New Mexico couple sues Army Corps of Engineers

Posted on December 24, 2012

0


United States Army Corps of Engineers Logo

United States Army Corps of Engineers Logo

A Santa Fe, New Mexico couple is suing the U.S. Army Corps of Engineers for whether or not the group has jurisdiction over the water on their land.

Peter and Francoise Smith built their dream retirement home on 20 acres in 2005. At that time, a small arroyo running across the property was in a terrible state, Mr. Smith told the Albuquerque Journal. So he decided to do something about it.

“People dumped garbage down there, and there was a beetle infestation that took out a lot of the piñon,” he said, adding that the estimated 600 dead trees presented a fire hazard. “The salt cedar was getting to the point it was so thick you couldn’t walk through it. So I cleaned up as much as I could and tried to maintain it with a tractor and a Bush Hog.”

Then they received a certified letter from the U.S. Army Corps of Engineers, warning that they were in violation of the 1972 federal Clean Water Act for “filling a water of the United States” (Santa Fe New Mexican). The Corps claimed the Gallina Arroyo has a “significant nexus” with the Rio Grande, which is about 25 miles away.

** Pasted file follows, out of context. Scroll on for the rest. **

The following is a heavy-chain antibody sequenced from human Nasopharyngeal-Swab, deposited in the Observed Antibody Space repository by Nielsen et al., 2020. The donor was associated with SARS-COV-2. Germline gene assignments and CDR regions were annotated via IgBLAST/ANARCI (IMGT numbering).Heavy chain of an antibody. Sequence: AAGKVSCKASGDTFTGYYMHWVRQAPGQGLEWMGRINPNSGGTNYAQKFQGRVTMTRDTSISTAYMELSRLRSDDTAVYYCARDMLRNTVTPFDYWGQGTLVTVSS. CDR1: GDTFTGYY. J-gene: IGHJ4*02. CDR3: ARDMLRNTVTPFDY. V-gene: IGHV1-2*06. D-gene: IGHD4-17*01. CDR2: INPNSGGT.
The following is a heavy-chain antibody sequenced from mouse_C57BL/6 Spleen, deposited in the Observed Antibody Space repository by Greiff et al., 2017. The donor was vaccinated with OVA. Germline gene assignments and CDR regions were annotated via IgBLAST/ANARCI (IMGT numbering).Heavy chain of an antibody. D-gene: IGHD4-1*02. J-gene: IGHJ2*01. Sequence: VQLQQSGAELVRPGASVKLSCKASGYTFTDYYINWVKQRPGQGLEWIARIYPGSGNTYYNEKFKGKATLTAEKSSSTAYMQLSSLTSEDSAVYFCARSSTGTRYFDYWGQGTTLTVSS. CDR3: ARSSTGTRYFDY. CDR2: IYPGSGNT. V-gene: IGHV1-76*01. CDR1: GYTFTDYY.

No further action would be taken, the letter continued, but the Smiths would need to apply for a permit if they wished to keep maintaining the arroyo.

But Mr. Smith said water rarely flows through the Gallina Arroyo at all.

“The main point is that it is not the waters of the United States,” Mr. Smith told the Santa Fe New Mexican. “It would be different if it was a flowing river going through there, but the thing is dry.”

So instead of going through the arduous and costly process of obtaining a permit, the Smiths decided to take legal action. They filed a lawsuit on Tuesday, Dec. 11, and will represented by the Pacific Legal Foundation–a nonprofit watchdog that litigates for property rights and limited government.

Jennifer Fry, an attorney with the Sacramento, California-based legal group, said she hopes that this case will set a precedent.

“We’re aiming to stop federal regulators from becoming a national zoning board with unlimited control over land use, from coast to coast,” she said, in a quote on The Republic. “They (the Corps) must be subject to court review when they make a jurisdictional determination that someone’s property is covered by the Clean Water Act.”

This isn’t the first time the U.S. Army Corps of Engineers has been accused of improperly flexing their muscles. Since the Corp’s jurisdiction over waterways was limited by a 2007 Supreme Court case, it has been the target of numerous lawsuits.

Advertisements